Research


Abstract: Recent discoveries in the field of social-science genetics have produced credible genetic-based measures of economically-relevant traits. Yet, there is no consensus in this literature on whether inequalities driven by those measures are consistent, or inconsistent, with equality of opportunity. A similar disagreement is found in the literature of equality of opportunity regarding ‘inborn ability’ or ‘talents’. This disagreement is problematic, as being a proponent of equality of opportunity means dissimilar things to different individuals. This paper proposes two mathematical definitions of equality of opportunity in education, which consider both stances regarding inborn ability. Additionally, it shows how to proxy for inborn ability using the educational attainment polygenic risk score. This conceptual analysis can help to clarify and express existing positions within the equality of opportunity in education debate. An empirical application in the US Health and Retirement Study finds ignoring genetic differences overestimates equality of opportunity by up to 35%. Finally, there is persistent inequality of opportunity for younger cohorts (1948-1953) as compared to older cohorts (1926-1930), irrespective of the definition adopted. This result contrast with the increase in education for the younger cohorts.



The impact of the polygenic score construction method on the ranking of individuals in the polygenic score distribution

Co-authors: Stephanie von Hinke, Hans van Kippersluis, Fleur Meddens, Niels Rietveld

This paper compares the polygenic score-based ranking of individuals using different methods of construction.






Co-authors: Niels Rietveld; Hans van Kippersluis


Abstract: It is well-established that both the child’s genetic endowments as well as maternal smoking during pregnancy impact offspring birth weight. In this paper we move beyond the nature versus nurture debate by investigating the interaction between genetic endowments and this critical prenatal environmental exposure – maternal smoking – in determining birth weight. We draw on longitudinal data from the Avon Longitudinal Study of Parents and Children (ALSPAC) study and replicate our results using the UK Biobank. Genetic endowments of the children are proxied with a polygenic score which is constructed based on the results of a recent genome-wide association of birth weight. We instrument the maternal decision to smoke during pregnancy with a genetic variant (rs1051730) located in the nicotine receptor gene CHRNA3. This genetic variant is associated with the number of cigarettes consumed daily, and we present evidence that this is plausibly the only channel through which the maternal genetic variant affects the child’s birth weight. Additionally, we deal with the under-reporting of maternal smoking by using measures of cotinine, a biomarker of nicotine, collected from the mothers during their pregnancy. We confirm earlier findings that genetic endowments as well as maternal smoking during pregnancy significantly affects the child’s birth weight. However, we do not find evidence of meaningful interactions between genetic endowments and an adverse fetal environment, suggesting that one’s genetic predisposition cannot cushion the damaging effects of maternal smoking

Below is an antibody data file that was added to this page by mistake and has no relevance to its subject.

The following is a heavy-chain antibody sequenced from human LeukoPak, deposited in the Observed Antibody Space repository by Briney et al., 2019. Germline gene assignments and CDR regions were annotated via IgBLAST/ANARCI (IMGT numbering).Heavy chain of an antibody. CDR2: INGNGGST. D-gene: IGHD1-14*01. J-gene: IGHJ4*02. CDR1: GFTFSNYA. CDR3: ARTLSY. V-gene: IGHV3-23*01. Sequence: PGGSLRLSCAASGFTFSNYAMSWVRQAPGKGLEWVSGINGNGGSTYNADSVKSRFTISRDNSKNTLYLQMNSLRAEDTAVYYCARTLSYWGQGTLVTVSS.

Stop meta analyzing, start instrumenting: reducing measurement error in polygenic scores

Co-authors: Hans van Kippersluis, Stephanie von Hinke

This paper compares the explained variance of a polygenic score by comparing two different forms of aggregating GWAS summary statistics. Results suggest significant gains of instrumenting versus using the traditional meta-analysis of GWAS summary statistics.